Battle of the Titans draws ever closer

I’m glad to finally get confirmation from Seeing Machines that the Mercedes S Class contains its driver monitoring system. Especially, as this website was the first to reveal this 4 years ago. The additional models announced today are all good news too.

Okay, we all know about NDAs and lead times in the auto industry by now but, as the deadline for mandatory DMS in Europe nears, SEE is clearly benefitting from a rush for its tech from OEMs.

The good news is that there is a growing pipeline of auto wins that I expect over the next 6 months,  My firm view is that Seeing Machines will (eventually) be in a position to announce wins with VW (and Audi), Toyota, Honda, Subaru, Volvo etc. etc.

Seeing Machines has effectively crushed the opposition and with the help of Qualcomm and Xilinx is scaling up its auto operations beyond the expectations of many.

It’s also making huge strides in getting its technology into the real world via Fleet and Aviation. More on that in due course.

My view is that overall it’s heading for A$1bn+ turnover by 2025. Of course, until the news is ‘official’ and house brokers have put the numbers out, there will be justifiable scepticism. Still, the exact number is less important than the massive revenue and profit acceleration path it is forging. That is now becoming increasingly clear to a host of sweet-toothed companies that would love to acquire a de-risked jam factory.

That is why I expect there to be a massive battle to acquire SEE well before 2025. By late 2022, early 2023, I reckon.

The leading runners and riders will doubtless include some or all of the following:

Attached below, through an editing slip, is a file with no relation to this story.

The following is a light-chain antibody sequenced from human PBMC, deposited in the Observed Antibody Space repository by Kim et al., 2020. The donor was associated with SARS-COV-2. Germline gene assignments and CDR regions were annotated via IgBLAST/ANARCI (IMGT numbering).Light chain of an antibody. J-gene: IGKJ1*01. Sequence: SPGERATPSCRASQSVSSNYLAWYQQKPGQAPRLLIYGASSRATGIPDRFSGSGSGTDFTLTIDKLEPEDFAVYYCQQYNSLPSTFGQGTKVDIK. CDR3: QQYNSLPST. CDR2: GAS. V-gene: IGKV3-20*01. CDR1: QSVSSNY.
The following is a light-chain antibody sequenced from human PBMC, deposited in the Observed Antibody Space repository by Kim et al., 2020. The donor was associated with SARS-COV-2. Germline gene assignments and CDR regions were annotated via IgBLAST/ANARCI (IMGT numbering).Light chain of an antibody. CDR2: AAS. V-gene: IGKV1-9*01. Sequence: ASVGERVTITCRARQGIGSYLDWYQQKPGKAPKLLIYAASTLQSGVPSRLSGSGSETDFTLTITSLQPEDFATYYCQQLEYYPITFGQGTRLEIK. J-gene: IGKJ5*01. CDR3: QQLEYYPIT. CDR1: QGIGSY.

Expect at least one left field bidder, who could even start the auction off with an opportunistic bid.

As to the price? Well, my minimum is £1 a share. My maximum is £4 by 2023.

A warning: I could be completely wrong. After all, maybe it really was blind luck that I guessed about the Mercedes S Class back in 2017. Moreover, circumstances and stock markets can change quite rapidly, defying conclusions based on fairly accurate analysis.

If you’re in two minds about this you have to ask yourself one question: “Do you feel lucky?”

“Well do you punk?”  (2m 11sec)

In any case, do your own research before investing.

The writer holds stock in Seeing Machines.

 

 

 

 

 

Why Seeing Machines is grossly undervalued

Long term holders of Seeing Machines are well aware that it is the global leader in Driver/Occupant Monitoring and seems set to take a 60-75%, chunk of the automotive market driver/occupant monitoring by 2026.

Now estimates of the size of the light vehicle automotive market by this date do differ but not hugely. IHS estimates 110m light vehicles will be sold annually by 2026. Cenkos estimates 112m and a penetration rate for DMS of 67%, with Seeing Machines estimated to win 38% market share in calendar year 2026 producing an annual revenue figure of A$248m from auto alone. (You can see this information on Page 8 of its note issued on 2 February 2021).

Cenkos has a price target of 16p, which certainly appears miserly given the massive revenues that are coming further down the line. The reason for this is two-fold:

  • Firstly, Cenkos has applied a discount rate of 11.5% on its future guaranteed cash flows from vehicles in which Seeing Machines’ DMS and OMS is to appear.
  • Secondly, Cenkios can’t provide figures for RFQs that are expected to be won this year and the cars in which it will appear with Qualcomm. That’s fair enough although Cenkos has admitted that the figures against contracts already signed are minimum amounts and quite likely to increase at least 3 times.

Discount rate to fall